Monday, April 12, 2010

GaGa, ooh la la

What a glorious weekend! I took a long walk on Sunday, from my home in Rego Park, Queens through Flushing Meadow Park to the Queens Botanical Garden. The Spring flowering bulbs where at full peak and offered an overwhelmingly sensual experience. I flung myself on the grass next to the flower beds and breathed deep. The perfume floating out of the blossoms warmed from the sun was intoxicating. My mind slowed down to the point where this cliche was the only way to describe the blissful moment. AND the insane riot of color on the fleshy, velvety petals had me humming Lady Gaga songs as I made my way through the garden paths.

Walking back home I made a point to stop by at least one of the many Ecuadorean food vendor carts located on the eastern edge of the park.

The large jugs of bright green hot sauce (aji criollo) on the picnic tables drew me in. All I needed was a vehicle to get the hot sauce into my mouth.
Featured on the grill of Mi Pequeno Turruno were sweet potato croquets served with a salad. My second selection was something I had never seen or tried before- baked sweet plantains stuffed with mozzarella cheese, a combination that proved inspired: sweet, salty, mushy, yummy. Delish to everything!
sweet potato croquette
Baked stuffed plantain stuffed with mozzarella paired with a large helping of Ecuadorean hot sauce!

I came home and made my own version of the hot sauce with onions, garlic, lime juice and jalapenos.

I was able to find a recipe for the plantains online- a straight forward preparation as I suspected.
I am not sure what one drinks with this dish. Maybe something comes to mind Amanda?

These recipes are from the web site The Cooking Adventures of Chef Paz

Aji Criollo (Ecuadorian Hot Sauce)
4 jalapenos, seeds removed
1/2 bunch of cilantro (stems and leaves)
1/2 cup of water
3 garlic cloves
Juice from 1/2 lime or lemon
3 Tbs finely chopped white onion (scallions can also be used)

Put all ingredients in food processor and blend.

Sweet Baked Plantain with Cheese
6 ripe plantains, whole
1-2 Tbs melted butter or oil, use as little as you want
6 thick slices of mozzarella

Pre-heat oven to 400 F
Peel the plantains, place them on a baking sheet and rub them with butter or oil.
Bake the plantains for 30 minutes, then turn each one and bake for another 15 - 20 minutes or until golden on both sides.

Remove the plantains from the oven, made a horizontal slit on the middle of each plantain, and stuff them with cheese slices

In a few minutes the cheese will have melted, serve immediately, with or without hot sauce.

Well, yes. This is a bit tough. But as in relationships - "there is someone for everyone" - so it is with food. At least in my mind. There is a libation out there for all things edible, and I am on an endless quest to find the best partners. I guess you could call me the "yenta" of food and beverage.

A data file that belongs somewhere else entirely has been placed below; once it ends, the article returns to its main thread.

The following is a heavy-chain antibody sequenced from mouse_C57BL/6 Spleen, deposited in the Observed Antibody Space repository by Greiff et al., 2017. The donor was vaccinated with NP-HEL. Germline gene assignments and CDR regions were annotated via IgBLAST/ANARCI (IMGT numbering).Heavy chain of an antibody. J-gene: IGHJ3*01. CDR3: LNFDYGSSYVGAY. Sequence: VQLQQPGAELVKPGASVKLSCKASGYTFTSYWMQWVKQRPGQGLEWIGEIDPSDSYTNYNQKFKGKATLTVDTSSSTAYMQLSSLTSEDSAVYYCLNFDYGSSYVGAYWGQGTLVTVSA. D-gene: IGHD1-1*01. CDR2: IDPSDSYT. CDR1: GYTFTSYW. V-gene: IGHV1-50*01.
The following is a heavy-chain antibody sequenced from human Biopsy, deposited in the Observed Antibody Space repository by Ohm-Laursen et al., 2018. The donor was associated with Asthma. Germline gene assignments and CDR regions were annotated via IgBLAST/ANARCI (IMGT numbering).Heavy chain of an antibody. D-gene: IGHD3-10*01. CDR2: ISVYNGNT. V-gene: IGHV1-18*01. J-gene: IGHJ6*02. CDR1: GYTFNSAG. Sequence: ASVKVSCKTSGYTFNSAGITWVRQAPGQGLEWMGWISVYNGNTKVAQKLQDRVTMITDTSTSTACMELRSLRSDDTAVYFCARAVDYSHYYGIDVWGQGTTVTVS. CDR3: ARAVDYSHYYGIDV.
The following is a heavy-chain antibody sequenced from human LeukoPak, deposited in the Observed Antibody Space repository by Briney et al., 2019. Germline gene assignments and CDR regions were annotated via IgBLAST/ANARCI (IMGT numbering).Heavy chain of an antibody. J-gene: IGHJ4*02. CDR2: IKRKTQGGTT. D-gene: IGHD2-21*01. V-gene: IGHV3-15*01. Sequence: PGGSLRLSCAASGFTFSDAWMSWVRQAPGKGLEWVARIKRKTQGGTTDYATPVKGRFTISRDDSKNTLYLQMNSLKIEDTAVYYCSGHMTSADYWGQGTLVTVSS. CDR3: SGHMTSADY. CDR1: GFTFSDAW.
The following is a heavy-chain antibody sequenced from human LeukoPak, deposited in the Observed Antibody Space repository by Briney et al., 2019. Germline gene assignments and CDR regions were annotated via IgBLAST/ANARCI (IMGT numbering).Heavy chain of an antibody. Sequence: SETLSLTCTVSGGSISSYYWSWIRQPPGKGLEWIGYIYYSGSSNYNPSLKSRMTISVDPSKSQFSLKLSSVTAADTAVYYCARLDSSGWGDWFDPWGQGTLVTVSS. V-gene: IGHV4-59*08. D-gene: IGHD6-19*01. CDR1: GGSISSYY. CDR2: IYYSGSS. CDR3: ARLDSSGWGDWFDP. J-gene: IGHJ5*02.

The sweet potato croquette and salad could certainly be a meal in and of itself. But I see the stuffed plantain as something "fun" served at a party. Therefore, I wouldn't pair something specifically with that dish. I would pour something that is just very versatile in general. As it is Spring, and I am in a "warm weather" frame of mind, my taste buds are affected greatly, and what I crave has changed with the weather. I am now in a Sangria state of mind, and I would highly recommend this chilled delight as an accompaniment to the wonderful recipes with which Deb has provided us. Red or white would work fine.

I originally discovered my latest favorite white Sangria recipe from Fine Cooking magazine. It is irresistable! Be careful though, it is so utterly refreshing and wonderful that it goes down incredibly easy! I think it would be marvelous next to the stuffed plantain topped with the hot sauce. And the abundance of fruit in the Sangria would serve perfectly to quell the heat from the jalapenos.

For white Sangria, I typically use an inexpensive, fruity Spanish wine (the same holds true for red). Many times I'll use an Albarino. The particular recipe I like is a Peach/Pear Sangria. Start off by peeling and dicing a variety of pears and peaches. Then, take 1 bottle of white wine, add 2 cups pear nectar, 1 tablespoon of simple syrup, 1/4 cup of gin, 3 tablespoons of triple sec and the fruit. I usually put it in the refridgerator for about 4 hours to let the fruit absorb the sangria a bit. I typically do not add ice to the pitcher, but rather chill it in the fridge. I prefer to add the ice to the cups. That way, the Sangria does not get too watery, especially if it is outside in the sun.

This Sangria is wonderful and easy, and I highly recommend it! Especially with stuffed plantains and Ecuadorian hot sauce!

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